Margulis and the Psychedelic Eucharist

Here is Prof. Corey Anton lecturing on the recently deceased Lynn Margulis’ bio-philosophy.

Towards the end of her book (co-authored with Dorian Sagan) What Is Life?, Margulis offers an  analysis of the role of psilocybin in the evolution of mammalian consciousness.

She brings up the usage of psychedelic fungi in ancient mystery cults just after sharing Socrates’ warnings about the drug-like effects of writing. I’ve written about the relationship between psychedelic (al)chemistry and Plato’s/Socrates’ views on language as a pharmakon recently. I draw on Richard Doyle’s thesis in Darwin’s Pharmacy: Sex, Plants, and the Evolution of the Noösphere that psychedelics have functioned as “rhetorical adjuncts” in the history of human evolution, carrying natural selection and sexual attraction beyond themselves into religion, and from religion on into scientific discovery and artistic creation. Altered states of consciousness have always been at the generative core of human civilization. Art, religion, and science are novel modes of production never before seen in the history of earth. Humans are doing something new now. Which doesn’t mean we aren’t still things. We are things with powers unheard of in the world until now. We are the thing that thinks things (science) and things thinking (art), and that can, under special circumstances, think itself thinging. Almost always, we remain unable to think ourselves thinging, unable to catch the “I” in the act of  “am-ing.” We simply act without knowing how or why, making up our reason for acting afterwards depending on the moods and emotions that happens to be coursing through us when the need (social/legal or moral/psychological) for a justification of some past action arises. Much institutional religion (in its modern forms, Christian televangelism and the civil religion of 24-hour cable news) seems to function sociologically by providing us with hope and solace despite the existential shame and guilt we feel as a result of knowing we don’t know how or why we act the way we do. We are each of us liars since the first words that came out of our mouths. “I am”? But who am I? The special circumstances that allow the “I am” to experientially concresce (that is, allow the substantial self to emerge and dissolve fluidly–to flow through and across its own and others boundaries freely) are cultivated by carrying ourselves into philosophical modes of mind. Philosophy is a way of life and a way of writing. Increasingly, due to the invisible divine hand of the market, it has been reduced to a way of writing without life, publishing for pay. And often we don’t even get to own our own writing! Philosophers are lucky enough even to finds jobs at all in these waning days of capital.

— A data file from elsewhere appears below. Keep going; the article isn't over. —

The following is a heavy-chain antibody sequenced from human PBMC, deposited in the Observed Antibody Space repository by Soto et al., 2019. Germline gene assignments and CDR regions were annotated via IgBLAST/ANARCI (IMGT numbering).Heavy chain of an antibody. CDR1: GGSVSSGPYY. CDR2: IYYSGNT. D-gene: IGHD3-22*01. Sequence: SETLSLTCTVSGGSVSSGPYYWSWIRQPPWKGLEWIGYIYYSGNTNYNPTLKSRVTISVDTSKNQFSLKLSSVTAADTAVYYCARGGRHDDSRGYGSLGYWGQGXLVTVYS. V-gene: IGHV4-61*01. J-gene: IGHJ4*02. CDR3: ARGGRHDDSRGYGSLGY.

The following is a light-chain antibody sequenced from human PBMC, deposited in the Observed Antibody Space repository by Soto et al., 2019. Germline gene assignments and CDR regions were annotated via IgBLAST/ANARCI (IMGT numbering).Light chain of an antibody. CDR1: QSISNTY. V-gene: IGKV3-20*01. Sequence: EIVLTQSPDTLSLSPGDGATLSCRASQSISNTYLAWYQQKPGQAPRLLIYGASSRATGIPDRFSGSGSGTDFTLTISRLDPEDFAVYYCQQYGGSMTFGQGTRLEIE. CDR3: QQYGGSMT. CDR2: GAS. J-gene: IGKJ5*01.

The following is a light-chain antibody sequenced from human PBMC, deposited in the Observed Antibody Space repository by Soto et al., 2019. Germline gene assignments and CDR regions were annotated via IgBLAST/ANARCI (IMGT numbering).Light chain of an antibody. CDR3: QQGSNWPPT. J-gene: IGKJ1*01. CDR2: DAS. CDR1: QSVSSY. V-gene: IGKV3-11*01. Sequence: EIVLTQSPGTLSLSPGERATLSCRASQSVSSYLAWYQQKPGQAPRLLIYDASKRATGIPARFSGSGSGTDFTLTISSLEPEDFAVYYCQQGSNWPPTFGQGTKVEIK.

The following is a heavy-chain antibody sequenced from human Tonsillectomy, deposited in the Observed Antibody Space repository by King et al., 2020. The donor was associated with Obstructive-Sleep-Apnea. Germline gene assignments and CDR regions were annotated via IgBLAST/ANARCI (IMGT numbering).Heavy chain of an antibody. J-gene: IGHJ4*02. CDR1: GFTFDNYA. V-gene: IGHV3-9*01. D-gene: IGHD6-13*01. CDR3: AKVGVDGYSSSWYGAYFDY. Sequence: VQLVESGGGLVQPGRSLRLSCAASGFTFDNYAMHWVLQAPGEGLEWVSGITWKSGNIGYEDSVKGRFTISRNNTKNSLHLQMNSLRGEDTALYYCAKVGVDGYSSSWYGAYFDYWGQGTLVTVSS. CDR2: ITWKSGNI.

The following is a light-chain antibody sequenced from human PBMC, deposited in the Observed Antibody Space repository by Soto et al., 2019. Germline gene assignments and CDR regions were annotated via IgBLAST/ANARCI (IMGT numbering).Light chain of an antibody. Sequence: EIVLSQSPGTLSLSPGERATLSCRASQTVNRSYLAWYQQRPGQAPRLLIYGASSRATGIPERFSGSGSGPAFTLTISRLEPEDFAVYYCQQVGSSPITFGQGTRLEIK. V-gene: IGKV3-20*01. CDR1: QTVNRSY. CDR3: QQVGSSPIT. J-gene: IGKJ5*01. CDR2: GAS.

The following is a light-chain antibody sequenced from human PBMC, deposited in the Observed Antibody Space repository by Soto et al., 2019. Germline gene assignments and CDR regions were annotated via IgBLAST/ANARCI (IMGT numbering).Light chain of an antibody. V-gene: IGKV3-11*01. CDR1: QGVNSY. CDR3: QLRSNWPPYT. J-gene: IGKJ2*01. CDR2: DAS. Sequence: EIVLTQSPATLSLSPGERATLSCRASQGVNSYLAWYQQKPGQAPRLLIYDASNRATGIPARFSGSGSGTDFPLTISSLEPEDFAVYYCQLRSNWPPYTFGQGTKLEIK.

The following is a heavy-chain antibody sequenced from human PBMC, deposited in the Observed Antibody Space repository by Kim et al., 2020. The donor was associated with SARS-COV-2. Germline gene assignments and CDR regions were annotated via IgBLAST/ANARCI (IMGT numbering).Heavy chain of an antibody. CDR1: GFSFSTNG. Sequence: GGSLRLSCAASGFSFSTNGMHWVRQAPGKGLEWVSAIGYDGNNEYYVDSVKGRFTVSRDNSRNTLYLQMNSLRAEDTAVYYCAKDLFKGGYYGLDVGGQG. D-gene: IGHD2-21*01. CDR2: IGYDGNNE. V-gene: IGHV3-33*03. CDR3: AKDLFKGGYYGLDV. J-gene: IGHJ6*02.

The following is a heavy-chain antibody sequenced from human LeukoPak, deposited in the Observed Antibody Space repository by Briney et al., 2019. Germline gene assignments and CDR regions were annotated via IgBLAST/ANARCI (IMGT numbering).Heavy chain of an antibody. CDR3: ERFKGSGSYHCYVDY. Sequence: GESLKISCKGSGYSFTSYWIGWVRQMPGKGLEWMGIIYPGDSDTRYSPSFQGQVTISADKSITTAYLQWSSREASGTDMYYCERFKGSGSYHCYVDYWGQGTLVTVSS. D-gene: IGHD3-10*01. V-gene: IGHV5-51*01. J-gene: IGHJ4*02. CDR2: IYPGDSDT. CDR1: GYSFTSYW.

Yes, we are still things. But we are not just heads of cattle, not just anything. Nothing is just anything. A cow, a blade of grass, a clump of soil, a star in heaven–each is radically different and yet still rhyzomatically the same. Nobody knows what a thing is, how it works, or why it works that way. “No-one knows what a body can do” (Deleuze‘s Spinozist formula).